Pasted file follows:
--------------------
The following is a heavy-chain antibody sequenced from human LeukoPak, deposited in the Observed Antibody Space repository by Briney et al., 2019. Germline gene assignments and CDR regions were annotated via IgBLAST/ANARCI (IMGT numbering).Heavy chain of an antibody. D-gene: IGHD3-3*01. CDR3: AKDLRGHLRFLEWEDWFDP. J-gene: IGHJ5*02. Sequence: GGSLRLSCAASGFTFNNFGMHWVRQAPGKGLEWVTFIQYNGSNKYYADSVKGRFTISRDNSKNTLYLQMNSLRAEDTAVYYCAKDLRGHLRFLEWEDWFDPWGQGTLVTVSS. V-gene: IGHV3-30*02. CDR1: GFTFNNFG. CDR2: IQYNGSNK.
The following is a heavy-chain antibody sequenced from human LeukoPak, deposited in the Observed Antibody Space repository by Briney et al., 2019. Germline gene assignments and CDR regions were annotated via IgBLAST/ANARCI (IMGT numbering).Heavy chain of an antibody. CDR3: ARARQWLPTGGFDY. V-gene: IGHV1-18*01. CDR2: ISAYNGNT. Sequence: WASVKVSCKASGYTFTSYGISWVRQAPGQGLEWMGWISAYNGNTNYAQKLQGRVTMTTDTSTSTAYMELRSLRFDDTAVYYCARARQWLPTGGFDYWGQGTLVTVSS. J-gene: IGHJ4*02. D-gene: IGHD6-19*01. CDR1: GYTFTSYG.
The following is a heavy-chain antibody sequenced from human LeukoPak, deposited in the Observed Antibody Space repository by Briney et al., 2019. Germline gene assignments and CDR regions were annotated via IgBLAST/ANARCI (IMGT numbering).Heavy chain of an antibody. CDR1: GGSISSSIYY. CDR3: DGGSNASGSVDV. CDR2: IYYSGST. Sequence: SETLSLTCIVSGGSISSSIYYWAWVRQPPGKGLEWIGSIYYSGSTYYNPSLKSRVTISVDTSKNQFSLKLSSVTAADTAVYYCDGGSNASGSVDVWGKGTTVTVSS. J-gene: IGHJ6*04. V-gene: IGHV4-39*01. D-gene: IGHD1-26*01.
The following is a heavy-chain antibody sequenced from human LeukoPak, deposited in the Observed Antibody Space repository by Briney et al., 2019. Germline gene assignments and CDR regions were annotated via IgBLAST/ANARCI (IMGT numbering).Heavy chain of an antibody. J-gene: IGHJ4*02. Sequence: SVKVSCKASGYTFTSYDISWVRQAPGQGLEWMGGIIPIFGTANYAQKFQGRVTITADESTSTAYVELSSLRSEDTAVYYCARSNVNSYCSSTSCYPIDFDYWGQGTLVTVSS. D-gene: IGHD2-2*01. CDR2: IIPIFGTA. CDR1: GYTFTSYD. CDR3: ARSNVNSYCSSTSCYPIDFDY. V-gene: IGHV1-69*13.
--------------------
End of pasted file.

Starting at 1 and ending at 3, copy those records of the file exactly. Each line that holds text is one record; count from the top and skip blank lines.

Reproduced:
The following is a heavy-chain antibody sequenced from human LeukoPak, deposited in the Observed Antibody Space repository by Briney et al., 2019. Germline gene assignments and CDR regions were annotated via IgBLAST/ANARCI (IMGT numbering).Heavy chain of an antibody. D-gene: IGHD3-3*01. CDR3: AKDLRGHLRFLEWEDWFDP. J-gene: IGHJ5*02. Sequence: GGSLRLSCAASGFTFNNFGMHWVRQAPGKGLEWVTFIQYNGSNKYYADSVKGRFTISRDNSKNTLYLQMNSLRAEDTAVYYCAKDLRGHLRFLEWEDWFDPWGQGTLVTVSS. V-gene: IGHV3-30*02. CDR1: GFTFNNFG. CDR2: IQYNGSNK.
The following is a heavy-chain antibody sequenced from human LeukoPak, deposited in the Observed Antibody Space repository by Briney et al., 2019. Germline gene assignments and CDR regions were annotated via IgBLAST/ANARCI (IMGT numbering).Heavy chain of an antibody. CDR3: ARARQWLPTGGFDY. V-gene: IGHV1-18*01. CDR2: ISAYNGNT. Sequence: WASVKVSCKASGYTFTSYGISWVRQAPGQGLEWMGWISAYNGNTNYAQKLQGRVTMTTDTSTSTAYMELRSLRFDDTAVYYCARARQWLPTGGFDYWGQGTLVTVSS. J-gene: IGHJ4*02. D-gene: IGHD6-19*01. CDR1: GYTFTSYG.
The following is a heavy-chain antibody sequenced from human LeukoPak, deposited in the Observed Antibody Space repository by Briney et al., 2019. Germline gene assignments and CDR regions were annotated via IgBLAST/ANARCI (IMGT numbering).Heavy chain of an antibody. CDR1: GGSISSSIYY. CDR3: DGGSNASGSVDV. CDR2: IYYSGST. Sequence: SETLSLTCIVSGGSISSSIYYWAWVRQPPGKGLEWIGSIYYSGSTYYNPSLKSRVTISVDTSKNQFSLKLSSVTAADTAVYYCDGGSNASGSVDVWGKGTTVTVSS. J-gene: IGHJ6*04. V-gene: IGHV4-39*01. D-gene: IGHD1-26*01.